Or to make the scenario just a bit more interesting, imagine that specialist referrals on the group health side shrink by 10%. That shrinkage could occur as primary care providers reduce questionable specialty referrals as a way of preserving their capitation dollars. Where can specialists look to make up that lost volume? Before answering, let's go a bit farther. As primary care providers shrink their use of specialty care, they will also begin to limit their referrals to those specialists with clinically and financially efficient outcomes.
That means those who are left on the outside, will be looking to make up that lost volume. Many suspect that all Casualty lines will be affected by this cost shifting, but it is likely that Workers' Comp and Auto Liability will suffer the greatest impact.
Now put yourself in the shoes of a CEO responsible for commercial or state, or federally funded, group health coverage programs that represent 98% of all medical spending. It is inevitable that the first place one would look for potential savings is "low hanging fruit." Those obvious opportunities could well mean a redoubled effort to move the financial responsibility for potentially degenerative musculoskeletal conditions - from those with physically demanding occupations - into the Workers' Compensation arena. Such a development would move those clinical services right out of the capitation expense and make them revenue-generating and fee-for-service for the life of the claim from the Workers' Compensation insurer. Could this actually happen? To test within your own organization, simply track the number of knee replacements or shoulder procedures that are now being reimbursed under Workers' Compensation. Very few work-related knee or shoulder injuries are dramatic enough on their own to require this level of intervention.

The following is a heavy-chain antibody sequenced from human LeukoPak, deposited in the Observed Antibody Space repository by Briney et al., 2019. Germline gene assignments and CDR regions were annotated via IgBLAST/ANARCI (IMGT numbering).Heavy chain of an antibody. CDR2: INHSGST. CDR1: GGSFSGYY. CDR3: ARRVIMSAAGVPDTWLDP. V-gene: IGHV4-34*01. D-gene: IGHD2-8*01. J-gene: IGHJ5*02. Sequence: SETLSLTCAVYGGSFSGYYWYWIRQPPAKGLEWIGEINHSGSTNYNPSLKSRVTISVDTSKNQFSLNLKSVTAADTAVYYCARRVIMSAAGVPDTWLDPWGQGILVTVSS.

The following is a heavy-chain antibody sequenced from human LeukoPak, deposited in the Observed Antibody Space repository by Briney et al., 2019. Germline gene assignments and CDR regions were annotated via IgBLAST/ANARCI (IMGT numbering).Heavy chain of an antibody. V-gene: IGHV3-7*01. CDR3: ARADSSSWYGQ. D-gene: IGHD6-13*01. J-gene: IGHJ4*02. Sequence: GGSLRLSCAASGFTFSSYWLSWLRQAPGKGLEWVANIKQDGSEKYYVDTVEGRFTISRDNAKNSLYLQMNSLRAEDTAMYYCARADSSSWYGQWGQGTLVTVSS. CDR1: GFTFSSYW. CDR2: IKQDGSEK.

Now, this may sound as though I am piling on the problems, but now put yourself in the place of a patient with a job that involves lots of repetitive physical activity; the construction, healthcare and food industries are pretty good examples. None have disappeared in the U.S. the same way manufacturing has. Not that long ago, co-payments for your health insurance plan may have been $10 and your annual out of pocket maximum perhaps $1,000 or $2,000. Today, it is not at all unusual for co-pays to be $30 or $50, and that's with an annual deductible of $5,000 before coverage begins. To make it interesting, imagine that you're 55 years old with a BMI of 35 and with a bothersome knee or back that needs attention. Are you thinking about making a claim on a group health plan that has an annual deductible of $5,000 or a Workers' Comp claim, which is first dollar for the "life" of the claim?